“It’s time to get back at them,” Omdahl says, referring to the Bollywood movie that has rattled Norwegian officials. Norway’s ambassador to New Delhi even wrote an op-ed in an Indian newspaper complaining the movie paints Norway’s child welfare service negatively.
What’s a good parent?
‘Mrs Chatterjee vs Norway’ has created buzz in Norway and other countries in part because of its cast which includes Rani Mukerji, a famous Bollywood actress.
Chakraborty, the real-life Mrs Chatterjee, immigrated to Norway in the late 2000s with her husband, a geologist working for an oil services company. The movie is based on a book she later wrote.
Like Omdahl, Chakraborty was caught up in the obtrusive web of Norway’s child protection service, which has over the years taken tens of thousands of children under state’s care, telling courts that parents are not fit to raise them, activists say.
In 2011, Barnevernet (pronounced: Bar-Nay-Var-Na) intervened and took custody of their son Abhigyan – then two – and infant daughter, Aishwarya, after raising doubts about her ability to raise them.
“The authorities never gave any specific reason for taking away the kids,” says Suranya Aiyar, a family rights activist and a trained lawyer who spearheaded a campaign for the return of Chakraborty’s children. They are close friends now.
“You’d laugh at the things they said.”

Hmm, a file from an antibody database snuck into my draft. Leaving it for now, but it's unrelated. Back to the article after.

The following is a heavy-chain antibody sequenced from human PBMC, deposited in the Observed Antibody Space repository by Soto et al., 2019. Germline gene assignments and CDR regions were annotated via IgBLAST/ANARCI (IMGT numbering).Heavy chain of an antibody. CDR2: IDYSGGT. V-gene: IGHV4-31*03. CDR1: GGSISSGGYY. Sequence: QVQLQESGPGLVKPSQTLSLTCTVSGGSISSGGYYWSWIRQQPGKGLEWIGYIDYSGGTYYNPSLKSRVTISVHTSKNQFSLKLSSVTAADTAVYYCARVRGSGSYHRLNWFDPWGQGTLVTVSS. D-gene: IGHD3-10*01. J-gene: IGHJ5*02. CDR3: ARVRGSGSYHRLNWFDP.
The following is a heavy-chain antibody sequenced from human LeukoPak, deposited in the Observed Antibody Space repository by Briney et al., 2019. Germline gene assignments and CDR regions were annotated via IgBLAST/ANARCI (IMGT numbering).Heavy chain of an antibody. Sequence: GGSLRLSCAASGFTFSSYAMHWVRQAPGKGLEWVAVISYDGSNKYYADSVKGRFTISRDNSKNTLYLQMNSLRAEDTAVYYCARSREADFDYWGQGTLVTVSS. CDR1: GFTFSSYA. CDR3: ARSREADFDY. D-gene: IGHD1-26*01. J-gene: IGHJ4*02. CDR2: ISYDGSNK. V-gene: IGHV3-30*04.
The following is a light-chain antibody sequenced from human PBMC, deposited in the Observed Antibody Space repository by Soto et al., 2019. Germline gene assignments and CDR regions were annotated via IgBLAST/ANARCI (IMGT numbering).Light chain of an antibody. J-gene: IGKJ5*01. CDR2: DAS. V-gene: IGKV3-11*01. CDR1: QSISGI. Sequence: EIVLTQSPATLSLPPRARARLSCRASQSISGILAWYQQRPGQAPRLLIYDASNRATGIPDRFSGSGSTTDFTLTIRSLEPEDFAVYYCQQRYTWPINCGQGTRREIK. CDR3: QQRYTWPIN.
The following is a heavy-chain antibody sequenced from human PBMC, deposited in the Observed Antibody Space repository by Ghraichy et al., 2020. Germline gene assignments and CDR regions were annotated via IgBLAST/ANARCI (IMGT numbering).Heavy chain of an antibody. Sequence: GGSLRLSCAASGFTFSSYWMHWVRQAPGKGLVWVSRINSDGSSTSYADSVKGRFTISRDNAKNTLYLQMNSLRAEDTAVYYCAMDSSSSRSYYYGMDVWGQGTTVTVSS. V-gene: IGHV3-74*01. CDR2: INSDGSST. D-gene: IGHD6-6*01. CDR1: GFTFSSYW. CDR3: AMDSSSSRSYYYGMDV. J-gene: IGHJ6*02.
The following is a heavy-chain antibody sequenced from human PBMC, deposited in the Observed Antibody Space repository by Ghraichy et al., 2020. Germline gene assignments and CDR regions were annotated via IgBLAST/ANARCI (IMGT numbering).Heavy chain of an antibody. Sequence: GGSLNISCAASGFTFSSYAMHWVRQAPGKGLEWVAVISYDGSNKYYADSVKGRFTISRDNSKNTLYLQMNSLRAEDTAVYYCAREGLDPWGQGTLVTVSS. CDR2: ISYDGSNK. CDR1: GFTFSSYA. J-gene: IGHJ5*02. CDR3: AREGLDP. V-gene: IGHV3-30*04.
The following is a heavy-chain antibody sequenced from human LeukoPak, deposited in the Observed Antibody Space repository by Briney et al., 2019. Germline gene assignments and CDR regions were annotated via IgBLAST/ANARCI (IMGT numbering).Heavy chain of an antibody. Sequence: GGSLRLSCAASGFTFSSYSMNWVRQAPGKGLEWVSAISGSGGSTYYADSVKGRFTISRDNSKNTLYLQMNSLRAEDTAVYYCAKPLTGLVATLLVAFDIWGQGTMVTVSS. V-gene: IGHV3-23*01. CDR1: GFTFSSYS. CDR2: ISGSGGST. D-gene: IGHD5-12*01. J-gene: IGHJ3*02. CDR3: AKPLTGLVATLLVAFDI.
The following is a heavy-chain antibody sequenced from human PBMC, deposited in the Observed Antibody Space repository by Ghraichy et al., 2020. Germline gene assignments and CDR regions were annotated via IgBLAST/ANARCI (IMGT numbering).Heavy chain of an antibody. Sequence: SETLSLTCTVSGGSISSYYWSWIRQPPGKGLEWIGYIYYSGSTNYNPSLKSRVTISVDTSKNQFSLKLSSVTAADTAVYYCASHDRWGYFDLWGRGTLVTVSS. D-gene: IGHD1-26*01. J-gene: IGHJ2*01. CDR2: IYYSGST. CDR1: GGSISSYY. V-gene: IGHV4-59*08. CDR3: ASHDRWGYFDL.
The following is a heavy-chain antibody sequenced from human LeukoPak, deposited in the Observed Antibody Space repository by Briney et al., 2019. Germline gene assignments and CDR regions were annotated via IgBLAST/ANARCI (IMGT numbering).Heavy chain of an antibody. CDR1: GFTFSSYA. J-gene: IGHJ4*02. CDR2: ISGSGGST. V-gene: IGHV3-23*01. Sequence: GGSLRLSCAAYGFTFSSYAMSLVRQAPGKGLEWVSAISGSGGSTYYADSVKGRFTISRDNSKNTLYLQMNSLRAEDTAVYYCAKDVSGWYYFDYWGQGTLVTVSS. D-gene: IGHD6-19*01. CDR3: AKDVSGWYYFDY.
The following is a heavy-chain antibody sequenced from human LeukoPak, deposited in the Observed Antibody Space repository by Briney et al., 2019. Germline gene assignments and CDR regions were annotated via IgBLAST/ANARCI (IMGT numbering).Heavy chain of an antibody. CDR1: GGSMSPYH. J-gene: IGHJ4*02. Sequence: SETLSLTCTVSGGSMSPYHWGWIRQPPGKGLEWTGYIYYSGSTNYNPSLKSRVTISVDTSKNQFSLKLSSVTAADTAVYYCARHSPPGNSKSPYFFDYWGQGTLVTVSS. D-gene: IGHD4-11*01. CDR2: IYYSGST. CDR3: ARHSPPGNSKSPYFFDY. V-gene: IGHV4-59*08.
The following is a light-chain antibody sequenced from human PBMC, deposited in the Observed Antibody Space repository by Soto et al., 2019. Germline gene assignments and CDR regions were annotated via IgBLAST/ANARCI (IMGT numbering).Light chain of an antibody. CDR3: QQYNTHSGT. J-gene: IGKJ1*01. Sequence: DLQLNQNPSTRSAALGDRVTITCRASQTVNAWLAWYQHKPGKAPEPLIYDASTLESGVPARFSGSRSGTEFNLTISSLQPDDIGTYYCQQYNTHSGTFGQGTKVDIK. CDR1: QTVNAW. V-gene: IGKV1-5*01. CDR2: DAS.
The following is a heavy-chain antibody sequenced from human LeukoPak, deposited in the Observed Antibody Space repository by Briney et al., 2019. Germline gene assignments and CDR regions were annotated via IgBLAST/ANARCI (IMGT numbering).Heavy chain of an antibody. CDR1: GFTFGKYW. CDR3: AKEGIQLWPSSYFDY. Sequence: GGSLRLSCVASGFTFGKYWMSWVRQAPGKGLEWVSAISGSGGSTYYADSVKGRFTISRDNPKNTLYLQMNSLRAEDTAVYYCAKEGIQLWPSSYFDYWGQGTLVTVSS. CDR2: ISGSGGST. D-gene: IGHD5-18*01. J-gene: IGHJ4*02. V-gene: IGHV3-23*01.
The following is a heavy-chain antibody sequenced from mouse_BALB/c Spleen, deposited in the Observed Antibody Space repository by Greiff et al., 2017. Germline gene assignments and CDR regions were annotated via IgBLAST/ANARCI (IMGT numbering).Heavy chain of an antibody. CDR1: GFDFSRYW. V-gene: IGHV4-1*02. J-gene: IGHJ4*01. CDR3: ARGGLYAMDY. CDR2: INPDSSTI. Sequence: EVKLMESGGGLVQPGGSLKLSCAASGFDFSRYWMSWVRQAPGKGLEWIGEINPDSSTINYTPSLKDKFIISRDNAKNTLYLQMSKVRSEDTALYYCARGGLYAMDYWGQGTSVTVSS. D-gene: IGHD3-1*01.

As with many other aggrieved parents, Chakraborty’s troubles started with her son’s kindergarten. She had told the teachers that she was concerned about Abhigyan not making eye contact and throwing tantrums. Little did she know that she had been marked.
Barnevernet representatives started visiting Chakraborty's home a month prior to the birth of Aishwarya in December 2010. They claimed that they were there to provide additional assistance around the apartment. However, they did not provide any help and instead sat on chairs, making notes that were later presented in court during the custody trial.
“Sagarika (Chakraborty) and her husband were a middle-class couple trying to make a good life in another country. You know how it is with us, we become humble around white people and try to be nice,” says Aiyar, the activist, who runs an online portal documenting abuse of powers by state-run child protection services.
The day her children were taken into foster care, Chakraborty and Anurup Bhattacharya, her husband, had an argument in the presence of a Barnevernet case worker, who was on a routine visit. Chakraborty complained to Bhattacharya why he wouldn't help her set up the table.
“The case worker said ‘why don’t you guys talk it over and I will take the baby girl out for a walk’,” says Aiyar.